Asociality refers to the lack of a strong motivation to engage in social interaction and/or the preference for solitary activities. Developmental psychologists use the synonyms “nonsocial,” “unsocial,” and “social disinterest”. Asocial is distinct from antisocial as the latter implies an active dislike or antagonism toward other people or the general social order. The condition is often confused with misanthropy.
Asociality is seen as a desirable trait in certain monastic traditions, notably in Catholicism, Buddhism and Sufism. It is lauded both as a tool of alienation from secular life and of enabling a lifestyle of uninterrupted contemplation.
A degree of asociality is routinely observed in introverts, while extreme asociality is observed in schizophrenia patients. It is characterised by an inability to ‘empathise‘, to feel intimacy with, or to form close relationships with others (Davidson & Neale 1994).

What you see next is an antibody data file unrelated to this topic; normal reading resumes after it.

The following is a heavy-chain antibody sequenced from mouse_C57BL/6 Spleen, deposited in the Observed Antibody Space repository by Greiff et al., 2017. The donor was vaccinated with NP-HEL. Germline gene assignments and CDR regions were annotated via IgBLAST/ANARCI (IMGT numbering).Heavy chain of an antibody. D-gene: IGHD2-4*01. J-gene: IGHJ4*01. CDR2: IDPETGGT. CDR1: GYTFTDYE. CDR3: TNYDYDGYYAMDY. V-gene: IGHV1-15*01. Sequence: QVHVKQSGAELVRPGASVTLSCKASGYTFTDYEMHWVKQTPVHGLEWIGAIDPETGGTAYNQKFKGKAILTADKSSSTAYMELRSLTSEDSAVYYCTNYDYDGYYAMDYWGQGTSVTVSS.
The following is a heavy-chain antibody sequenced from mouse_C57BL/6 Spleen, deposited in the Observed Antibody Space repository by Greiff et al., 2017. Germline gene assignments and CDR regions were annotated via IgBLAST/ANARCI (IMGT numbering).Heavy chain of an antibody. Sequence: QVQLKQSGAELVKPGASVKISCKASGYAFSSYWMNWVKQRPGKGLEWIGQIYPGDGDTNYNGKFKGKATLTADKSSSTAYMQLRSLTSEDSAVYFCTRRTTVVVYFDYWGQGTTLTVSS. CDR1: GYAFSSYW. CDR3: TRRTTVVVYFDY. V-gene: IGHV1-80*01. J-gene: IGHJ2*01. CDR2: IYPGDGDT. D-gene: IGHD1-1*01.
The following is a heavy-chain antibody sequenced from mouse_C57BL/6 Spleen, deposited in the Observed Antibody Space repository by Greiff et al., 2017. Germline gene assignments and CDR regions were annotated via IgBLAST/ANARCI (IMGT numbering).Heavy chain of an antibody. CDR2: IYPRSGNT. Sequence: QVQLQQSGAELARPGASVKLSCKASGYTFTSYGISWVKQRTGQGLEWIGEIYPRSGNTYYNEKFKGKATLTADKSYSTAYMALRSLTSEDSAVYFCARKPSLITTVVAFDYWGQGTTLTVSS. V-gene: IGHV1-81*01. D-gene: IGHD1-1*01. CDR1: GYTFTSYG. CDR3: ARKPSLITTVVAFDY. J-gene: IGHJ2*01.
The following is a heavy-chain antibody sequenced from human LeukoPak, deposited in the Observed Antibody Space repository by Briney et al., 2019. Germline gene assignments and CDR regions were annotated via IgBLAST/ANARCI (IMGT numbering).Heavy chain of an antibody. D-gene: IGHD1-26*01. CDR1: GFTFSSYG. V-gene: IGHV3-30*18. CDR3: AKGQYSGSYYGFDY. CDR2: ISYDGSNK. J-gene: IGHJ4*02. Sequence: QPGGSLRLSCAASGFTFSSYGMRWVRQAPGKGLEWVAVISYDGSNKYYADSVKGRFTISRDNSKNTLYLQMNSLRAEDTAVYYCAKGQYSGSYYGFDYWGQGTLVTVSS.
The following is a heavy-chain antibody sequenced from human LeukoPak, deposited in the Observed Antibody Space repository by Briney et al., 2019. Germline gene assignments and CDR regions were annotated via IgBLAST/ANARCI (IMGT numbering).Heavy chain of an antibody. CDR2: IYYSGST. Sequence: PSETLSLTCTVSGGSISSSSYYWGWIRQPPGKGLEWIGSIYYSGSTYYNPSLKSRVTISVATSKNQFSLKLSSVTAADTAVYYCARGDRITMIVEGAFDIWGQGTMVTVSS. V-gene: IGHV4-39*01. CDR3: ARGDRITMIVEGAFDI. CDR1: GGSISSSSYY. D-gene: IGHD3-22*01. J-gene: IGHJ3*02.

Asociality is not necessarily perceived as a totally negative trait by society, since expressing asociality has been used as a way to express independence of the mind from prevailing ideas (dissent). Expressing asociality can also be used as a form of humour to indicate an issue (e.g. used for pointing out the exaggerations of social network services (Kahney 2004)).
Individuals in Nazi concentration camps who were deemed “asocial” were forced to wear badges with black triangles. The included the mentally disabled, the mentally ill, homeless people, alcoholics, the habitually “work-shy,” prostitutes, draft dodgers and pacifists.